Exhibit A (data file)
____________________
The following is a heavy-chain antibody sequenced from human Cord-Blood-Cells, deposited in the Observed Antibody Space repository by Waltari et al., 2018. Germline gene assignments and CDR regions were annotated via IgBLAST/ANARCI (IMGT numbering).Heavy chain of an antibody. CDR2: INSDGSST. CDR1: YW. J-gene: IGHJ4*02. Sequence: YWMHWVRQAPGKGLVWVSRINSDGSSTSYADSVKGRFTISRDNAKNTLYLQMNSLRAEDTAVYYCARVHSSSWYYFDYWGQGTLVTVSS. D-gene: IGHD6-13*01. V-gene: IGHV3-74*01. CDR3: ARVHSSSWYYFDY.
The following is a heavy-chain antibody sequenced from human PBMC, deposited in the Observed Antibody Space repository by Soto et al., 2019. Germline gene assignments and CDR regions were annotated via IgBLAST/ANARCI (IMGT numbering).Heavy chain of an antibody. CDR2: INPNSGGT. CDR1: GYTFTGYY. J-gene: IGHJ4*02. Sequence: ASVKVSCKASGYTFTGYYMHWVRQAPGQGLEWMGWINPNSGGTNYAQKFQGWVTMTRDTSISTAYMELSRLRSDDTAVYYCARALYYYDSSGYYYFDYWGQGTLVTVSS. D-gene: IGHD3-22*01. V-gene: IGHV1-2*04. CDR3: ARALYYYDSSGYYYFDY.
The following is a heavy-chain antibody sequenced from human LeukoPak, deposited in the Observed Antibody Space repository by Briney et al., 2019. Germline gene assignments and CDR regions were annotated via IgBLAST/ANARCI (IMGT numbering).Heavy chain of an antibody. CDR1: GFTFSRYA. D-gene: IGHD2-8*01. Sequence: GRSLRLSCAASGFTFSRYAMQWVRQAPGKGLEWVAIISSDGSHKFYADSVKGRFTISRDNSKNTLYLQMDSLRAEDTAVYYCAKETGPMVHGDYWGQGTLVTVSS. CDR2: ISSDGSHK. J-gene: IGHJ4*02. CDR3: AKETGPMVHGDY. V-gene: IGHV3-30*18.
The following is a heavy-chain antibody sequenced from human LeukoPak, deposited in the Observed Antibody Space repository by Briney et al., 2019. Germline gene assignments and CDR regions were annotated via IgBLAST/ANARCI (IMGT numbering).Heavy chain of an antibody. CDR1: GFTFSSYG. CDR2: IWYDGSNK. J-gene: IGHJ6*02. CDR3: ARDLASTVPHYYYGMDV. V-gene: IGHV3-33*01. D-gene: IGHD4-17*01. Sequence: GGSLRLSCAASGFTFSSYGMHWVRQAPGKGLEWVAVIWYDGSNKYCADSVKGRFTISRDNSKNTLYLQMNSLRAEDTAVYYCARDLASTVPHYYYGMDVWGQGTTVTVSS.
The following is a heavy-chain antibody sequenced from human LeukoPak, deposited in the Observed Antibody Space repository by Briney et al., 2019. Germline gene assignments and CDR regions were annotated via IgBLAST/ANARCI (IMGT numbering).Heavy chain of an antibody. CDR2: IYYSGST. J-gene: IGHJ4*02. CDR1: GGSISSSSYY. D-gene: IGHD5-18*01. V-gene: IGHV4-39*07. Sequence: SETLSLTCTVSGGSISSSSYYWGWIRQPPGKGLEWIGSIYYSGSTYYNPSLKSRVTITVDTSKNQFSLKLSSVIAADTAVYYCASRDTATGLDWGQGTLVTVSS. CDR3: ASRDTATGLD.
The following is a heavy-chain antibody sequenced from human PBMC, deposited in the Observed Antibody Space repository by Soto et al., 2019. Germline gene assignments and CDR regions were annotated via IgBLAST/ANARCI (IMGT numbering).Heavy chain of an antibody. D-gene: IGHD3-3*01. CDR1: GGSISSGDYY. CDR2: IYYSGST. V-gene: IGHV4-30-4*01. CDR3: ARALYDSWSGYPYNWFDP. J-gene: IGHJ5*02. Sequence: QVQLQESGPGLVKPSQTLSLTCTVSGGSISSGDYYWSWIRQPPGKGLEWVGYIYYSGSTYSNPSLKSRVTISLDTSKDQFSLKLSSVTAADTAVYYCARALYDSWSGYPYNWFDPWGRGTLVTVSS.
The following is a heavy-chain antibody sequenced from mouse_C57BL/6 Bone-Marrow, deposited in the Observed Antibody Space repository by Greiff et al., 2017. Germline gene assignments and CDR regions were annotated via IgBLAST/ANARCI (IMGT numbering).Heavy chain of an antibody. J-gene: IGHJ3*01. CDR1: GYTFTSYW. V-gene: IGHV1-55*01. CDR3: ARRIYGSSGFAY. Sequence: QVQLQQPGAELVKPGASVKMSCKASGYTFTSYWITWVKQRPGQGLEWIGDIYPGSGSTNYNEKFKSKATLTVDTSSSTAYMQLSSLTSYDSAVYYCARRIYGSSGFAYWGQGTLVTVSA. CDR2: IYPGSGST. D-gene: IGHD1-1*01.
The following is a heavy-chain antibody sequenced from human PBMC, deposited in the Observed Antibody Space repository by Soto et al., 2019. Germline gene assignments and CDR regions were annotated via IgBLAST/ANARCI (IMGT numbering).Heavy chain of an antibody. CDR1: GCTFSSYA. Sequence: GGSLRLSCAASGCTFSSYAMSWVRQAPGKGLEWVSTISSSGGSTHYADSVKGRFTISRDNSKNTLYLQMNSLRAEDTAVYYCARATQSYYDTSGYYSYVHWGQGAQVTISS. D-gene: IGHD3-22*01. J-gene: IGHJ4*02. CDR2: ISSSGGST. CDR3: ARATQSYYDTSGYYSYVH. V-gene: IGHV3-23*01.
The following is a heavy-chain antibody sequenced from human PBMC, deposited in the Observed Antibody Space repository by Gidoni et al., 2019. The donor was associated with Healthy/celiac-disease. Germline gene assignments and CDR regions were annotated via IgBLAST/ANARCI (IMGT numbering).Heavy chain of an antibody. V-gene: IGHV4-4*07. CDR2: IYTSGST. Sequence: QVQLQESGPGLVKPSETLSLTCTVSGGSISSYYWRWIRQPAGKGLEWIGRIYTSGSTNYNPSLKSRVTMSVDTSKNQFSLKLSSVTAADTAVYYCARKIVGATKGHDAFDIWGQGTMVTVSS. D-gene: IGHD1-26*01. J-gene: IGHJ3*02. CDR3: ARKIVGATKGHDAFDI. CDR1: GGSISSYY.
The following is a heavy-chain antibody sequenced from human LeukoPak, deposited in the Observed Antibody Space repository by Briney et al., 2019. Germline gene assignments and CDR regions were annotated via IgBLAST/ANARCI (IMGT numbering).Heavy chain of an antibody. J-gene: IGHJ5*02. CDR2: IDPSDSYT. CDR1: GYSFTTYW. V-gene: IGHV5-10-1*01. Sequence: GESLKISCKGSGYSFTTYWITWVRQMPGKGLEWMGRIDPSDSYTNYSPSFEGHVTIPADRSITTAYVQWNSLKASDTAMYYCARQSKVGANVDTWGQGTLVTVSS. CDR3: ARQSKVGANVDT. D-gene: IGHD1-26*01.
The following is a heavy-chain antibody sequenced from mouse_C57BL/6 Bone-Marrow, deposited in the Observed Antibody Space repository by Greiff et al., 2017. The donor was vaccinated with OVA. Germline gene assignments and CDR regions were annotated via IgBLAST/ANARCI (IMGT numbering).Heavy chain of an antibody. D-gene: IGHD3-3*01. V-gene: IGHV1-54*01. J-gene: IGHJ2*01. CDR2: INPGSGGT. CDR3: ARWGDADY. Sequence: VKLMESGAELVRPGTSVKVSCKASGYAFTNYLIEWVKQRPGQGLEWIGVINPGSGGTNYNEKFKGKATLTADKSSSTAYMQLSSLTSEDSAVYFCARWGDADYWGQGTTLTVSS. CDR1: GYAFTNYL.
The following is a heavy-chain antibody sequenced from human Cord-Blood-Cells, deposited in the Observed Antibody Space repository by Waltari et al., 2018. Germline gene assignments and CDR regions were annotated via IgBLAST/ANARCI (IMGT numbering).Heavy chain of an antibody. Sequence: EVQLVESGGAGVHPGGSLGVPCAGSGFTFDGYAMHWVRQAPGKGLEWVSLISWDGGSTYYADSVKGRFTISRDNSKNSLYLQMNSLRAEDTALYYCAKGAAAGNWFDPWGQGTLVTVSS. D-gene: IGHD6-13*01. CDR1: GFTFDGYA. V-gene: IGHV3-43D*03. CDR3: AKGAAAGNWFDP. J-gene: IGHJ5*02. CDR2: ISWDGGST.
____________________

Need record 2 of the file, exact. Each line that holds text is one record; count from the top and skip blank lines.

The following is a heavy-chain antibody sequenced from human PBMC, deposited in the Observed Antibody Space repository by Soto et al., 2019. Germline gene assignments and CDR regions were annotated via IgBLAST/ANARCI (IMGT numbering).Heavy chain of an antibody. CDR2: INPNSGGT. CDR1: GYTFTGYY. J-gene: IGHJ4*02. Sequence: ASVKVSCKASGYTFTGYYMHWVRQAPGQGLEWMGWINPNSGGTNYAQKFQGWVTMTRDTSISTAYMELSRLRSDDTAVYYCARALYYYDSSGYYYFDYWGQGTLVTVSS. D-gene: IGHD3-22*01. V-gene: IGHV1-2*04. CDR3: ARALYYYDSSGYYYFDY.